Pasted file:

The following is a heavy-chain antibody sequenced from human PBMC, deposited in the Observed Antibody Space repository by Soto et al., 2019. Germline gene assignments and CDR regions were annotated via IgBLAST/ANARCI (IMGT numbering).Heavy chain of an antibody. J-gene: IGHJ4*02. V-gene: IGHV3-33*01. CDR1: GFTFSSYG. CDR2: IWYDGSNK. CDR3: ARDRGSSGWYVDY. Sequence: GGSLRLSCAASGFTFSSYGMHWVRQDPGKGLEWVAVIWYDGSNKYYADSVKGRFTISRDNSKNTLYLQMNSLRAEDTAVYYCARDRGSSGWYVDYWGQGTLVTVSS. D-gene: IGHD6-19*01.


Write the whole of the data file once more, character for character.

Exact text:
The following is a heavy-chain antibody sequenced from human PBMC, deposited in the Observed Antibody Space repository by Soto et al., 2019. Germline gene assignments and CDR regions were annotated via IgBLAST/ANARCI (IMGT numbering).Heavy chain of an antibody. J-gene: IGHJ4*02. V-gene: IGHV3-33*01. CDR1: GFTFSSYG. CDR2: IWYDGSNK. CDR3: ARDRGSSGWYVDY. Sequence: GGSLRLSCAASGFTFSSYGMHWVRQDPGKGLEWVAVIWYDGSNKYYADSVKGRFTISRDNSKNTLYLQMNSLRAEDTAVYYCARDRGSSGWYVDYWGQGTLVTVSS. D-gene: IGHD6-19*01.